Posts Tagged ‘processed foods

04
Aug
10

ways with avocado

I haven’t known many Filipinos or Filipino-Americans, but enough to form a theory. Our two peoples, Filipino and Mexican, were twins, separated at birth–and after that, things got weird.

For instance, one night at Paulie and Jessamin’s place, we were making guacamole, a properly savory Mexican avocado preparation. I described a recent experiment with avocado fool–avocado beaten smooth with lime juice, then folded together with whipped cream. A funny fusion idea that tasted great and certainly wasn’t good for you.

Jessamin, with a background in the Philippines, grinned diabolically, confiscated an avocado, and fished a can of sweetened condensed milk out of the cabinet. She mixed the two together and invited us to try the authentic Filipino version of avocado fool. Paulie (another Mexican-American) and I found it oddly compelling but refused to call it good. J-P declared it revolting. Call it another example of junk foods translating poorly across cultures. It definitely put me in mind of Jell-o molds, avocado pie, and other mid-century experiments with processed foods.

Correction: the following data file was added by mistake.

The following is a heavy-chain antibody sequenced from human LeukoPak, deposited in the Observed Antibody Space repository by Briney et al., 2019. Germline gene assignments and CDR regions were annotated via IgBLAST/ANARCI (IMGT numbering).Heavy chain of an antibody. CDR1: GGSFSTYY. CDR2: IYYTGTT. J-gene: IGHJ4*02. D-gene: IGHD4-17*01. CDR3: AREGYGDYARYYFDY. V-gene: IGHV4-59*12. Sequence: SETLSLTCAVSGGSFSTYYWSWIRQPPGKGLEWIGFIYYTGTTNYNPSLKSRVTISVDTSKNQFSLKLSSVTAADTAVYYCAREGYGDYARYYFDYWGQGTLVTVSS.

A Twisted Family Tradition ~ The Lime Jello Brain
(Click for Elisabeth Feldman’s Jell-o Brain recipe.)

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23
Jul
10

food for bike camping

adjusting the flame
More pictures through the link.

Favorite new toy: Our Jet Boil camp stove. It looks like an oversized insulated coffee cup; that’s the cooking vessel. Packed inside are fuel, stove with igniter, plastic cup, and French press attachment. Efficient and terribly clever.

Lesson learned: Beans, especially in the form of instant bean soups, really foam. Turn off the heat before you add them to the water, lest you have to reach through a boiling cascade to turn it off after. J-P is very brave.